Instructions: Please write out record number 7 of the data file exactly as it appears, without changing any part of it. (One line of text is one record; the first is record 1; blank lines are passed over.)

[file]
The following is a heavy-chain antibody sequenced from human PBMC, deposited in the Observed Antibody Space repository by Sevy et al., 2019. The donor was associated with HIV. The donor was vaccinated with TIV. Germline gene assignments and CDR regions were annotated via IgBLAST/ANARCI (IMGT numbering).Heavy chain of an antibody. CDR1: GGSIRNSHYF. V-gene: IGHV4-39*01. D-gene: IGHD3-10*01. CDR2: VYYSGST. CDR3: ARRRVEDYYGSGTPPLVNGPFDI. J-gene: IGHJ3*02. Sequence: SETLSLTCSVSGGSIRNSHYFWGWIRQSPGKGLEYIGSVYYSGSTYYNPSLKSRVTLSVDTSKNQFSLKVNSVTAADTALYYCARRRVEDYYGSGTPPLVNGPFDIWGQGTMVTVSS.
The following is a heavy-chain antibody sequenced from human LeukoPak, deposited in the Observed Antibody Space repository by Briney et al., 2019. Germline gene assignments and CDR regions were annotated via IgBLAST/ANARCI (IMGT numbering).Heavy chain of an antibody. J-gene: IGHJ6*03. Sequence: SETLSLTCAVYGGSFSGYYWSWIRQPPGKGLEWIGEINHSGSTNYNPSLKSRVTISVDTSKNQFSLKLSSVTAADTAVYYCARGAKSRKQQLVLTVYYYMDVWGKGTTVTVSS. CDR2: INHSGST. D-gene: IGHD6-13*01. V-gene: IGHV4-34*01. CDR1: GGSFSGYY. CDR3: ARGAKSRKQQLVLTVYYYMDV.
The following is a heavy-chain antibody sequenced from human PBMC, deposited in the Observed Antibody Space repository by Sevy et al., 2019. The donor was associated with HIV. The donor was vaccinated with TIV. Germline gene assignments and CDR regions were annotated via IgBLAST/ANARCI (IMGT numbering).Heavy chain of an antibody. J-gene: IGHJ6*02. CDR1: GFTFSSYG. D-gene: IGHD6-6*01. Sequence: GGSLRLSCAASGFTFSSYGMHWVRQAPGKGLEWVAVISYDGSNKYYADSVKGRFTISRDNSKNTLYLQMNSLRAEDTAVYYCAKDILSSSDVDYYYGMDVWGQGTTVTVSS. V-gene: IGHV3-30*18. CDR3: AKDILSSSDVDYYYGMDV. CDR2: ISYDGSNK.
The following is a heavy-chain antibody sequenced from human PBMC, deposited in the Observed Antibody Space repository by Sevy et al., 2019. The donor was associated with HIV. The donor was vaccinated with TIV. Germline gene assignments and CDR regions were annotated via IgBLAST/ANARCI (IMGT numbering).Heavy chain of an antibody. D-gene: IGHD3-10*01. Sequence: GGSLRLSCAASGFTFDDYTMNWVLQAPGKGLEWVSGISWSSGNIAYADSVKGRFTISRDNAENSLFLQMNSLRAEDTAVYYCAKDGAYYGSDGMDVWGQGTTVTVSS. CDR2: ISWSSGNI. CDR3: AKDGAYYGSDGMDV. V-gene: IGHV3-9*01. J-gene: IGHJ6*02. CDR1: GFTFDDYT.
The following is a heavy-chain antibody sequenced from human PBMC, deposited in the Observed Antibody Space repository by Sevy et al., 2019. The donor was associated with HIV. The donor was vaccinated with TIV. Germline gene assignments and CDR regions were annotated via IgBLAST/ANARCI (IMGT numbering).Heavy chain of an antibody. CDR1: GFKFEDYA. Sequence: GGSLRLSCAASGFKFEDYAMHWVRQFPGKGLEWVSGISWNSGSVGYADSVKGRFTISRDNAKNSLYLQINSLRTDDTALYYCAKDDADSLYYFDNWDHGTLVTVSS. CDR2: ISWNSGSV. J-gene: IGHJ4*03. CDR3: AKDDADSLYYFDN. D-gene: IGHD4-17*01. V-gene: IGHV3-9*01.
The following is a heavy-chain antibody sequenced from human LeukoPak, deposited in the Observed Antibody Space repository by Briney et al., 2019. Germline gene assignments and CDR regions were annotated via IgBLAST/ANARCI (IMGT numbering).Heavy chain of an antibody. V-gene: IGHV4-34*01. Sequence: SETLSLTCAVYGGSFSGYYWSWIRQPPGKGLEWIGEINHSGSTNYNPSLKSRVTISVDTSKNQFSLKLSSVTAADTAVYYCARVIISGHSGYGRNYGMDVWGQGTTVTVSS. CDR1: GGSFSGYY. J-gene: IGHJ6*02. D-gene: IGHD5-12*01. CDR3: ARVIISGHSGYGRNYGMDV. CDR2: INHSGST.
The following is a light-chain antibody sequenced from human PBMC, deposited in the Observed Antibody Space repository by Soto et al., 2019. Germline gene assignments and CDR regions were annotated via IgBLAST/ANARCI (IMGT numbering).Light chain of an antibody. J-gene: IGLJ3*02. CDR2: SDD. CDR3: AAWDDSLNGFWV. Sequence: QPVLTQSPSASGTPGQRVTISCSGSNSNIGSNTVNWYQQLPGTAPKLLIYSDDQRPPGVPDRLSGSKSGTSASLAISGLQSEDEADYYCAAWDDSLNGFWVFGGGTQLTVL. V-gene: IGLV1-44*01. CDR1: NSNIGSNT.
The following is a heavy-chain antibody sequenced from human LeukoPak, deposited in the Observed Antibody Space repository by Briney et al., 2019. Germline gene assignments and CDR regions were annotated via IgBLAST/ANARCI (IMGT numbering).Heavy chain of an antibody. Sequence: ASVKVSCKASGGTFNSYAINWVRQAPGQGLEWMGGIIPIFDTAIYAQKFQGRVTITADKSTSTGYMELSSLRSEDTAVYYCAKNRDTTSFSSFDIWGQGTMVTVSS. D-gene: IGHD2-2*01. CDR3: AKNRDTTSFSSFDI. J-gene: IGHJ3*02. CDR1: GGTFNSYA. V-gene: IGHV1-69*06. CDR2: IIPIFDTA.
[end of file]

The following is a light-chain antibody sequenced from human PBMC, deposited in the Observed Antibody Space repository by Soto et al., 2019. Germline gene assignments and CDR regions were annotated via IgBLAST/ANARCI (IMGT numbering).Light chain of an antibody. J-gene: IGLJ3*02. CDR2: SDD. CDR3: AAWDDSLNGFWV. Sequence: QPVLTQSPSASGTPGQRVTISCSGSNSNIGSNTVNWYQQLPGTAPKLLIYSDDQRPPGVPDRLSGSKSGTSASLAISGLQSEDEADYYCAAWDDSLNGFWVFGGGTQLTVL. V-gene: IGLV1-44*01. CDR1: NSNIGSNT.